UW’s Mike Hopkins talks about Huskies’ 89-84 win over Seattle University

Hopkins on beating Seattle U: ‘The game was won making 19-straight foul shots at the end of the game. These guys found a way against a really tough opponent that gave us everything they’ve got.’

Washington men’s coach Mike Hopkins talks about the Huskies’ 89-84 win over Seattle University.

Here’s everything he had to say during a postgame press conference.

(Opening statement) “Tonight our guys they competed. Seattle gave us everything they had. The second half they got hot from the three-point line. First half we did a great job defending the three-point line, our field goal percentage defense was good. We put them on the foul line with some fouls, some silly fouls. We didn’t rebound the ball. They got 12 second-chance points, that’s where they hurt us. In the second half we adjusted, did a decent job, but they got hot from the three-point line. We have to do a better job of being aware like we were in the first half. Our man-to-man group came in and did a really good job, they didn’t score for four minutes and the game was won making 19-straight foul shots at the end of the game. These guys found a way against a really tough opponent that gave us everything they’ve got.”

(Is there a quality about Jaylen Nowell that you like at the end of games?) “He’s just a winner. He’s got winning DNA. He wants the ball, he performs. It’s like the Belmont game where you could see it in his eyes. As a coach sometimes you’ve just got to walk away and let it go because he’s feeling it. David (Crisp) made some good plays, Matisse (Thybulle) with some foul trouble came in and they tried to steal it and he hit a three. There were some really positive things that came out today. But we still have to get a lot better, and we’re striving to be better every day.”

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(Was there a different kind of emotion from Jaylen and Cameron Dollar today because of their connection and relationship with Seattle U?) “Cam is just such a high-character guy. He’s just loves the people at Seattle, had a great experience and I benefitted from what happened and I’m just blessed to have him. Cam doesn’t get into that, Cam just wants to coach kids and make kids better. Being that it’s a local school it’s a rivalry and they are great competitors, they have a great coach, they move the ball exceptionally well, they adjusted in the second half and made some threes and when you’re playing a team that’s ninth in the country in the effectiveness of what the three-point shot does for them – 52 percent of their shot attempts and points come from that line. You’ve got to defend it, they are telling you what to do. When you’re playing against a team like that you’ve just got to be aware of it. They did a good job of executing and getting some shots and they knocked ’em down. That’s the game.”

(You lost Michael (Carter) and David played 39 minutes. Can he do that every game?) “David’s an iron man. He’s a guy who has heart and soul all over him. Danny Kingma, he was a bright spot for us in the game in New York. He can give us some minutes. Jaylen can get us minutes there. We have enough. We’ve just got to go out there and I told David, if you’re tired I’ll take you out and we’ll get you a sub. But these kids are young kids, they love to compete, but Michael’s a big loss. He was starting to give us minutes and he’s got great size in the zone. Looking forward to getting him back.”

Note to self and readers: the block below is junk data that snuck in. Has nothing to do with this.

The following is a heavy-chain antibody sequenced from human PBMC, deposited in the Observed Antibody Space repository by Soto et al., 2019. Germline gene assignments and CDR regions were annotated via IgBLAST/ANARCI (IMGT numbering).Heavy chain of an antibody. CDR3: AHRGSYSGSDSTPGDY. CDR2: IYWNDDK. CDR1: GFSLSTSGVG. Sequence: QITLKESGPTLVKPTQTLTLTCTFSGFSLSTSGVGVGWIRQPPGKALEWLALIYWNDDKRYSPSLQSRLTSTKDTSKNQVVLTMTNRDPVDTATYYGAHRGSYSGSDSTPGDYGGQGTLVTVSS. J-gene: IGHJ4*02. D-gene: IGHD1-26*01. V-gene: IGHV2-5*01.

(How pleased with how active the zone was today?) “It was active but it goes back to awareness. The great teams, they are aware the whole time, and that’s what we’re trying to get them to do and they are learning the zones so it goes back to when the team adjusts and makes that play them just reading that. But for the most part down the stretch when we had to get stops – like the most important stops – they did. We’re learning. Sometimes your best offensive team may not be your best defensive team and you’re looking for offense that time. Sometimes we get a little small on the back line. It can be Noah and Jaylen and Carlos, which is 6-3, 6-7. What you would love to see is 6-9 and 7-foot and 6-8. When you’re small like that you’ve got to be gritty. You’ve got to be aggressive, and you’ve got to be able to go in there and rebound. The second half we did a better job at that, we just didn’t cover the three well.”<

(On the switching between man and zone and what the objective was) “When a program like Seattle U and Eastern Washington and Belmont, they are great offensive teams. That’s what they are built on. They are built on threes, movement, penetration and kicks and flow and when they start feeling comfortable in something you can see a really good rhythm and you’ve got to kind of…you’re throwing a 90 mile-an-hour fastball and sometimes you’ve got to go with a slider or changeup just to take them off-kilter. Sometimes you do it out of a time out because they are preparing something special for the zone. Our guys, they adapted well, we just did enough but we’ve got to get a lot better.”